I see a couple of problems with this idea, apart from the possibility that the world might already have just about enough composite indexes measuring broadly similar things (and fame would probably not be good for me). First, as I noted in my article ‘Gross National Happiness’, recently published in Asian-Pacific Economic Literature (abstract; draft), there is the problem of finding appropriate weights for each item included in a composite index. It is not really good enough to just have a set of weights that reflect my own values. Even if I could find a Nobel prize winner, or two, prepared to endorse a particular set of weights that would not really help much because people do not get Nobel prizes because their values are universally accepted. Ideally, every user of the index would be able to use a set of weights reflecting their own values, but then we would have a multitude of indexes rather than a single index.

Other options include use of equal weights or weights that come out of regression analyses that use the sub-indexes to explain per capita GDP levels or average life satisfaction in different countries. Equal weights are intrinsically mindless and the second option would not be much better because the ‘good society’ index resulting from it would not amount to much more than an index of average of per capita GDP or average life satisfaction.

The second problem is that composite indexes tend to hide the relationships between sub-indexes. It seems to me to be more useful to make observations about such things as differences in life expectancy in countries with differing levels of economic freedom than to be able to classify particular societies as being good, bad or indifferent using a single index number.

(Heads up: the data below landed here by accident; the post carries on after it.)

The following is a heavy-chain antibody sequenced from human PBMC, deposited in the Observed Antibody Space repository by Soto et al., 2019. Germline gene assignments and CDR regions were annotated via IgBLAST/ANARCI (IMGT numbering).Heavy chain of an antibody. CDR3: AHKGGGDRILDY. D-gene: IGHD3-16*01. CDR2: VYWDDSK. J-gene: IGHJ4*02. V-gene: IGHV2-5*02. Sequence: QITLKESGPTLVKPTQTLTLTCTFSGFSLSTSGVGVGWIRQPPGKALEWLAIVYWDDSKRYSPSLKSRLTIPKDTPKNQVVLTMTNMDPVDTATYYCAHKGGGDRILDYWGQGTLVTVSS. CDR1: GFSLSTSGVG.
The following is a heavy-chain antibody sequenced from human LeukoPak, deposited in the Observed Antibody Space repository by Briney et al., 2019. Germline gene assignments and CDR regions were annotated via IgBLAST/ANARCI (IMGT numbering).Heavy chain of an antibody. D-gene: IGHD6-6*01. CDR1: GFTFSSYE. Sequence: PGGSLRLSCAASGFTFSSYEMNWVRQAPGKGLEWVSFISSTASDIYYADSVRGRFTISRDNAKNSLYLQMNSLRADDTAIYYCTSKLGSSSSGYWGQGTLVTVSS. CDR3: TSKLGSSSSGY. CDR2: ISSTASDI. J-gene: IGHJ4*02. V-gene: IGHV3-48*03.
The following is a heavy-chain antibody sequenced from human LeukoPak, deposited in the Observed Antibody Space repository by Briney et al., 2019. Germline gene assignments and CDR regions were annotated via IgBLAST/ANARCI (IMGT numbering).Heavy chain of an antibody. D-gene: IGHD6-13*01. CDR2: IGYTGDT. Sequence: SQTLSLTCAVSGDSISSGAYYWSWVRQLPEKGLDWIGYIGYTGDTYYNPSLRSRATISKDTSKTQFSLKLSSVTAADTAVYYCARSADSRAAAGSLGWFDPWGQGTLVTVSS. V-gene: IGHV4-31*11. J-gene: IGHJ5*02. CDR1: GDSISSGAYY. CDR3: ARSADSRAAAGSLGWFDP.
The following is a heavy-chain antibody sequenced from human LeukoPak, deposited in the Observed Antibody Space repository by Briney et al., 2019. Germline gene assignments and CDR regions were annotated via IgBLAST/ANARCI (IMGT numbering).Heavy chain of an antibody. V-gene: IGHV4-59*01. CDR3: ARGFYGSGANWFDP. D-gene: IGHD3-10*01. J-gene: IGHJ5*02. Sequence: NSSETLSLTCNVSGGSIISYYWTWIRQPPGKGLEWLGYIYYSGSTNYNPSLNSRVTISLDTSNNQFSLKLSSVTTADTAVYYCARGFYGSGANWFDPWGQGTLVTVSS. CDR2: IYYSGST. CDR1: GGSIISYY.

I have decided that a good society index would not be a good idea. In later posts I will attempt to identify the suite of indicators that would be most relevant to assessing to what extent particular societies might qualify as good societies.

Thursday, November 12, 2009

What does the Legatum Prosperity Index measure?

Prosperity. However, my initial reaction when I first looked at the index was that it was more like an index of the quality of life or well-being than of prosperity. My perception of prosperity was too narrow. One of the purposes of the index is apparently to encourage people ‘to take a holistic view of prosperity’. The authors might have a point. Dictionary definitions of prosperity don’t focus solely on economics – they suggest that prosperous is synonymous with flourishing, successful and thriving.

The index has nine components or sub-indexes:
• Economic fundamentals
• Entrepreneurship and innovation
• Democratic institutions
• Education
• Health
• Safety and security
• Governance
• Personal freedom
• Social capital.